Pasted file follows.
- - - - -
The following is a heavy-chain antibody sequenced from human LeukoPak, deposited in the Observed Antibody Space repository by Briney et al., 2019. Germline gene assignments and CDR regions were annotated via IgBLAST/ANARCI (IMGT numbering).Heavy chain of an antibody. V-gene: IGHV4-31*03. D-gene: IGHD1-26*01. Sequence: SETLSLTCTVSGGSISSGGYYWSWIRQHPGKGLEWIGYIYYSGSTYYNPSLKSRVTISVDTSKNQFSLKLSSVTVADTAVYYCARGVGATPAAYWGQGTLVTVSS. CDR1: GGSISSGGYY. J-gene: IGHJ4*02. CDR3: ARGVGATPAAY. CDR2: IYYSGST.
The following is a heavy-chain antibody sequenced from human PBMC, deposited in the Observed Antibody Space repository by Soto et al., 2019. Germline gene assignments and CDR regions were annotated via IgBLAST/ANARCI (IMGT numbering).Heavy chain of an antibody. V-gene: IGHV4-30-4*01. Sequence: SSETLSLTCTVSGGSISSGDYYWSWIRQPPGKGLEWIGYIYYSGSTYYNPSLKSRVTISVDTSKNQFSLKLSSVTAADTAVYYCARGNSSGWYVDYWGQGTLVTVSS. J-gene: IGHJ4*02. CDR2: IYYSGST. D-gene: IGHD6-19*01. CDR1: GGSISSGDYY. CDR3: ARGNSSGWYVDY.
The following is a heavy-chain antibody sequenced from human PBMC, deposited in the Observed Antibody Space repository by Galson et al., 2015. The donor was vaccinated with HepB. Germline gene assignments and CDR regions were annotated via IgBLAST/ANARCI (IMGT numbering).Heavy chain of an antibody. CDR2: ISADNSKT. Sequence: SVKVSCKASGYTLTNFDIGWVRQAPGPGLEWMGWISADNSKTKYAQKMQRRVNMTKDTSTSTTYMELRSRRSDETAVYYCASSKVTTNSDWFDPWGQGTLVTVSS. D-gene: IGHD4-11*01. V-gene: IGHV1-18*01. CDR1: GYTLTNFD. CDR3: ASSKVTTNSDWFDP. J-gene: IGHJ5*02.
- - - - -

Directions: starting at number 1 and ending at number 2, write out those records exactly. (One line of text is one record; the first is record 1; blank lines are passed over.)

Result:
The following is a heavy-chain antibody sequenced from human LeukoPak, deposited in the Observed Antibody Space repository by Briney et al., 2019. Germline gene assignments and CDR regions were annotated via IgBLAST/ANARCI (IMGT numbering).Heavy chain of an antibody. V-gene: IGHV4-31*03. D-gene: IGHD1-26*01. Sequence: SETLSLTCTVSGGSISSGGYYWSWIRQHPGKGLEWIGYIYYSGSTYYNPSLKSRVTISVDTSKNQFSLKLSSVTVADTAVYYCARGVGATPAAYWGQGTLVTVSS. CDR1: GGSISSGGYY. J-gene: IGHJ4*02. CDR3: ARGVGATPAAY. CDR2: IYYSGST.
The following is a heavy-chain antibody sequenced from human PBMC, deposited in the Observed Antibody Space repository by Soto et al., 2019. Germline gene assignments and CDR regions were annotated via IgBLAST/ANARCI (IMGT numbering).Heavy chain of an antibody. V-gene: IGHV4-30-4*01. Sequence: SSETLSLTCTVSGGSISSGDYYWSWIRQPPGKGLEWIGYIYYSGSTYYNPSLKSRVTISVDTSKNQFSLKLSSVTAADTAVYYCARGNSSGWYVDYWGQGTLVTVSS. J-gene: IGHJ4*02. CDR2: IYYSGST. D-gene: IGHD6-19*01. CDR1: GGSISSGDYY. CDR3: ARGNSSGWYVDY.